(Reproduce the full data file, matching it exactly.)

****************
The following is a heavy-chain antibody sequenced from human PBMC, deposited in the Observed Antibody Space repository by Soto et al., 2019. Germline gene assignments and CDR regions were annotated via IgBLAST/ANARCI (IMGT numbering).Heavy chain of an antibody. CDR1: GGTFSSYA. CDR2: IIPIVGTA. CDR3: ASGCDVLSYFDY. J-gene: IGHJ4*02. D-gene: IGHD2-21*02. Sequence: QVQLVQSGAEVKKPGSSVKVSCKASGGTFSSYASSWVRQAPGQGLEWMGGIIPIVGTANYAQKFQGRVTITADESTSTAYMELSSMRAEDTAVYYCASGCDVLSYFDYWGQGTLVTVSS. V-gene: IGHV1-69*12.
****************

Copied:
The following is a heavy-chain antibody sequenced from human PBMC, deposited in the Observed Antibody Space repository by Soto et al., 2019. Germline gene assignments and CDR regions were annotated via IgBLAST/ANARCI (IMGT numbering).Heavy chain of an antibody. CDR1: GGTFSSYA. CDR2: IIPIVGTA. CDR3: ASGCDVLSYFDY. J-gene: IGHJ4*02. D-gene: IGHD2-21*02. Sequence: QVQLVQSGAEVKKPGSSVKVSCKASGGTFSSYASSWVRQAPGQGLEWMGGIIPIVGTANYAQKFQGRVTITADESTSTAYMELSSMRAEDTAVYYCASGCDVLSYFDYWGQGTLVTVSS. V-gene: IGHV1-69*12.